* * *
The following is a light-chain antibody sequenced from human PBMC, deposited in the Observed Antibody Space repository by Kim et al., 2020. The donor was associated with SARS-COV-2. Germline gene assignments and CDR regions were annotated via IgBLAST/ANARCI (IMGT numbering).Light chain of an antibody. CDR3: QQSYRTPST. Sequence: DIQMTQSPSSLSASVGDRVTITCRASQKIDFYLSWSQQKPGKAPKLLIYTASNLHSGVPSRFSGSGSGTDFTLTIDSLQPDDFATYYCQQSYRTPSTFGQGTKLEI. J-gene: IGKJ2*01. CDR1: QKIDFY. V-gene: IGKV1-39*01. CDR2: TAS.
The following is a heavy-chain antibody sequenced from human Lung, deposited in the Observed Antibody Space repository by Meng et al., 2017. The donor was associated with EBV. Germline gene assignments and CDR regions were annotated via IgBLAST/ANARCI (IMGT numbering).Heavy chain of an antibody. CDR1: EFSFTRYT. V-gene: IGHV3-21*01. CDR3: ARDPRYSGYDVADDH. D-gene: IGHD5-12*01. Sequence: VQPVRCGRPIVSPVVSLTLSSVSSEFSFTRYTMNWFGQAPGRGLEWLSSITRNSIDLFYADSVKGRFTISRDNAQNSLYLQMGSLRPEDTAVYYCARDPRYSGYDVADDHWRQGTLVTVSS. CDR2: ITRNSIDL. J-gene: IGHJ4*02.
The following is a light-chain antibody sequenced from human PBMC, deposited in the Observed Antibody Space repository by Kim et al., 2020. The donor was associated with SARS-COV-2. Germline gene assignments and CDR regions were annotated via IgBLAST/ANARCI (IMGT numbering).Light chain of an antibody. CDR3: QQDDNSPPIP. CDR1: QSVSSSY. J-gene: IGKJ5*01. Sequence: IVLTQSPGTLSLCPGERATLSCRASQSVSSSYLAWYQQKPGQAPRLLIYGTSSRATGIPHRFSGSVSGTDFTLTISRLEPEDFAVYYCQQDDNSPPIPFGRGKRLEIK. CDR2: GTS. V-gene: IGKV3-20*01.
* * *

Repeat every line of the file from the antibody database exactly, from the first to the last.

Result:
The following is a light-chain antibody sequenced from human PBMC, deposited in the Observed Antibody Space repository by Kim et al., 2020. The donor was associated with SARS-COV-2. Germline gene assignments and CDR regions were annotated via IgBLAST/ANARCI (IMGT numbering).Light chain of an antibody. CDR3: QQSYRTPST. Sequence: DIQMTQSPSSLSASVGDRVTITCRASQKIDFYLSWSQQKPGKAPKLLIYTASNLHSGVPSRFSGSGSGTDFTLTIDSLQPDDFATYYCQQSYRTPSTFGQGTKLEI. J-gene: IGKJ2*01. CDR1: QKIDFY. V-gene: IGKV1-39*01. CDR2: TAS.
The following is a heavy-chain antibody sequenced from human Lung, deposited in the Observed Antibody Space repository by Meng et al., 2017. The donor was associated with EBV. Germline gene assignments and CDR regions were annotated via IgBLAST/ANARCI (IMGT numbering).Heavy chain of an antibody. CDR1: EFSFTRYT. V-gene: IGHV3-21*01. CDR3: ARDPRYSGYDVADDH. D-gene: IGHD5-12*01. Sequence: VQPVRCGRPIVSPVVSLTLSSVSSEFSFTRYTMNWFGQAPGRGLEWLSSITRNSIDLFYADSVKGRFTISRDNAQNSLYLQMGSLRPEDTAVYYCARDPRYSGYDVADDHWRQGTLVTVSS. CDR2: ITRNSIDL. J-gene: IGHJ4*02.
The following is a light-chain antibody sequenced from human PBMC, deposited in the Observed Antibody Space repository by Kim et al., 2020. The donor was associated with SARS-COV-2. Germline gene assignments and CDR regions were annotated via IgBLAST/ANARCI (IMGT numbering).Light chain of an antibody. CDR3: QQDDNSPPIP. CDR1: QSVSSSY. J-gene: IGKJ5*01. Sequence: IVLTQSPGTLSLCPGERATLSCRASQSVSSSYLAWYQQKPGQAPRLLIYGTSSRATGIPHRFSGSVSGTDFTLTISRLEPEDFAVYYCQQDDNSPPIPFGRGKRLEIK. CDR2: GTS. V-gene: IGKV3-20*01.